September 3, 2016
A London trial of mobile payments by O2 found that paying for goods by mobile phone is popular with customers, but a number of obstacles need to be overcome before paying by mobile becomes mainstream.
O2 revealed yesterday that almost 80% of 500 participants in the six month trial enjoyed using near field communications (NFC) technology to pay for goods and services.
O2 commissioned specially adapted Nokia phones for the trial, loaded with £200 by O2 which was used by participants to pay for public transport journeys and goods in certain stores.
NFC, also known as ‘mobile wallet’ technology, allows phone users to pay for goods by touching their mobile phone against a payment reader, similar to the way in which Oyster cards are used on London transport.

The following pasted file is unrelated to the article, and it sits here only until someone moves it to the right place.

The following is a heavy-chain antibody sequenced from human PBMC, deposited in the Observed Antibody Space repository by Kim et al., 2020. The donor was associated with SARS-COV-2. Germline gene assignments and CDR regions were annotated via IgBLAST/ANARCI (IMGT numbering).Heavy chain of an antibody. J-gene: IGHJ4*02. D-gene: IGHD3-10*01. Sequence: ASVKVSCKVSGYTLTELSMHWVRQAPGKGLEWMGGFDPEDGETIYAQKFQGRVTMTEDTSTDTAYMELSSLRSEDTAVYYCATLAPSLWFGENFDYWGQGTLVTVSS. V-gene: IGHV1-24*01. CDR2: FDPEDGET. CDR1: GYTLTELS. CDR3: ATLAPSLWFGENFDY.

Clare Maslen, head of NFC operations at O2, said the trials proved the technology was ‘hugely popular’, but added that it is difficult to predict whether or not the technology will become mainstream.
Several trials in Europe have already proved successful, and mobile users in Japan have been able to pay for products using their phone for years.
However, mobile commerce accounts for less than 1% of retail sales in Japan, with users unwilling to pay more for products using their phone than they would pay using a credit card.
Security is another key issue to be overcome, with O2 readily admitting that the convenience of a mobile wallet means compromising on security.
According to Maslen, a full roll-out of NFC technology would take years, and would need the backing of at least 2-3 big retailers as well as support from all mobile phone networks.